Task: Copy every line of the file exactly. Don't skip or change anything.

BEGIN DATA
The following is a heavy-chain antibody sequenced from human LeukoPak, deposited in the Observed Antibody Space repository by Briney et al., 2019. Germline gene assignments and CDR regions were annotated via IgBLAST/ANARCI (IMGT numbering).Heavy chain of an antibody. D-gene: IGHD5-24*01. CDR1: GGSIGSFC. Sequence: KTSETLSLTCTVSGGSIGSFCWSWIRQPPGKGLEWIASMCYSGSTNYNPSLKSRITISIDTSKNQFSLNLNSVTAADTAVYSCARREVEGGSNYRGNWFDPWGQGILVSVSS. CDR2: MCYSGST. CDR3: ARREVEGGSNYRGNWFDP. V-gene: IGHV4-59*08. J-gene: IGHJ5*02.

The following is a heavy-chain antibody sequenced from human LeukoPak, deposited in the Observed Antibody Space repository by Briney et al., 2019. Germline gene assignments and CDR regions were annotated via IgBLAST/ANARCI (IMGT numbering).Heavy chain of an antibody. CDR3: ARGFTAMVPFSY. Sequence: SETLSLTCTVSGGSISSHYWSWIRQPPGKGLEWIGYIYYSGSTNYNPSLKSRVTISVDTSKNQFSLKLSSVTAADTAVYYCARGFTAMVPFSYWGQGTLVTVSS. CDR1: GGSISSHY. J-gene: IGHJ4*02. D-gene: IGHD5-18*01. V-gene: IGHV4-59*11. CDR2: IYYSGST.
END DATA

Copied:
The following is a heavy-chain antibody sequenced from human LeukoPak, deposited in the Observed Antibody Space repository by Briney et al., 2019. Germline gene assignments and CDR regions were annotated via IgBLAST/ANARCI (IMGT numbering).Heavy chain of an antibody. D-gene: IGHD5-24*01. CDR1: GGSIGSFC. Sequence: KTSETLSLTCTVSGGSIGSFCWSWIRQPPGKGLEWIASMCYSGSTNYNPSLKSRITISIDTSKNQFSLNLNSVTAADTAVYSCARREVEGGSNYRGNWFDPWGQGILVSVSS. CDR2: MCYSGST. CDR3: ARREVEGGSNYRGNWFDP. V-gene: IGHV4-59*08. J-gene: IGHJ5*02.

The following is a heavy-chain antibody sequenced from human LeukoPak, deposited in the Observed Antibody Space repository by Briney et al., 2019. Germline gene assignments and CDR regions were annotated via IgBLAST/ANARCI (IMGT numbering).Heavy chain of an antibody. CDR3: ARGFTAMVPFSY. Sequence: SETLSLTCTVSGGSISSHYWSWIRQPPGKGLEWIGYIYYSGSTNYNPSLKSRVTISVDTSKNQFSLKLSSVTAADTAVYYCARGFTAMVPFSYWGQGTLVTVSS. CDR1: GGSISSHY. J-gene: IGHJ4*02. D-gene: IGHD5-18*01. V-gene: IGHV4-59*11. CDR2: IYYSGST.